Krzysztof Kieslowski

Krzysztof Kieslowski – Bez konca AKA No End (1985)

Set during Martial Law in Poland and centers on the young widow of an attorney who defended activists during political trials. The woman finds herself unable to deal with her husband’s death. The spirit of the departed intervenes in her life and the widow constantly feels this presence. Her longing for her deceased husband ultimately leads her to commit suicide. The storyline of the heroine’s personal experiences is intertwined with that centering on the political trial of a young worker. In the film, Kieślowski offers a series of reflections on the political stance of society and the professional ethics of lawyers. Read More »

    Krzysztof Kieslowski – Blizna AKA The Scar (1976)

    Films made under the state socialist regimes of Eastern Europe in the mid-twentieth century tend to fall roughly into two categories: the rigidly institutional and the scathingly anti-establishment. These films either serve to trumpet the cause of Communism or else find ways to avoid or subvert its conventions. The early films of Krzysztof Kieslowski present a slightly different alternative. On the one hand, these films duck the scrutiny of government censors with minute, incisive portraits of the system’s failings; but on the other, they tend to humanize and complicate the causes of these failings. Rather than make the system seem a corrupt, faceless entity, Kieslowski’s early films present a collection of individuals whose personal problems and shortcomings compose this system and thereby bring about its failure. Read More »

      Krzysztof Kieslowski – Amator AKA Camera Buff (1979)

      It all starts when Filip Mosz (Jerzy Stuhr) buys a little 8mm movie camera to film his new-born baby. Like a true enthusiast, Filip enters into the spirit of his new hobby, filming everything that moves and working on the material on a small editing suite. When he is commissioned by his boss to film a reception being held to commemorate the company’s 25th anniversary, he becomes aware of the pressures of outside expectations and even censorship. The film however gets entered into an amateur film festival and wins third prize (second prize really since none were judged good enough to win first prize!) and he soon finds himself caught up in the world of TV and film-making, helped by an attractive film producer. Read More »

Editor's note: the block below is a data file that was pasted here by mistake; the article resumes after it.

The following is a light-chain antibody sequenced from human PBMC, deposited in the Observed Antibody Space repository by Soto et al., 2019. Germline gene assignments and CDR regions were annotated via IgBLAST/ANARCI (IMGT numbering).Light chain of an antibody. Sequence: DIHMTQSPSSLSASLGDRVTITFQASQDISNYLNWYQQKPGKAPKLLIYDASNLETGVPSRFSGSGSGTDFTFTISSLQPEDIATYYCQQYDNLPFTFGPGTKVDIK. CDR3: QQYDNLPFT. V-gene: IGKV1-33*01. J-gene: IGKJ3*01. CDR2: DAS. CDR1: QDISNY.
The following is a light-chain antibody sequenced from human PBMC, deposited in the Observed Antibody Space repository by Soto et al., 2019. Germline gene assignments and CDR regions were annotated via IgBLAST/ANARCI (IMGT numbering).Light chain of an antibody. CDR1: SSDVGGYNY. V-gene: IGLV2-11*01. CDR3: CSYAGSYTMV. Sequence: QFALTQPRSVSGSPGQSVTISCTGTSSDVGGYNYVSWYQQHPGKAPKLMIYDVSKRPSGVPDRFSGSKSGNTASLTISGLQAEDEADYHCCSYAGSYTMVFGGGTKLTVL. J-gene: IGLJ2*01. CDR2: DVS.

Krzysztof Kieslowski – Trois couleurs: Bleu AKA Blue [+Extras] (1993)

        In the devastating first film of the Three Colours trilogy, Julie, a woman reeling from the tragic death of her husband and young daughter, attempts to free herself from the past while confronting truths about the life of her late partner, a composer. Read More »

          Krzysztof Kieslowski – La double vie de Véronique AKA The Double Life of Veronique (1991)


          Two parallel stories about two identical women; one living in Poland, the other in France. They don’t know each other, but their lives are nevertheless profoundly connected.


          It is important to resist the temptation to figure out every last detail of “The Double Life of Veronique,” the mysterious and poetic new film by Krzysztof Kieslowski. That way lies frustration. Read More »

            Krzysztof Kieslowski – Szpital AKA Hospital (1976)


            A film made in the emergency room of the traumatic surgery hospital located on Barska Street in Warsaw. Doctors attempt to help the injured in the face of frequent power shortages typical of the Polish People’s Republic.
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              Krzysztof Kieslowski – Przeswietlenie AKA X-Ray (1974)


              Made at the sanatorium of Sokolowsko in Lower Silesia, this film looks at individuals suffering from pulmonary disease and is a moving portrait of those living with illness.

              In this short film, Kieslowski tries to penetrate the world of people affected by lung disease. In style, this picture closely resembles a documentary completed four years earlier titled I Was a Soldier which gives voice to veterans who had lost their sight to war, whereas in this picture, it’s the lung disease patients whose stories we hear. The entire movie is composed of their tales. The only binding element of the story is the buckle of the movie’s landscape which places the story at a physical location, indicating its threshold – going home after their stay at the sanatorium. The statements are made directly into the camera; the director uses close up on their faces. He listens. Read More »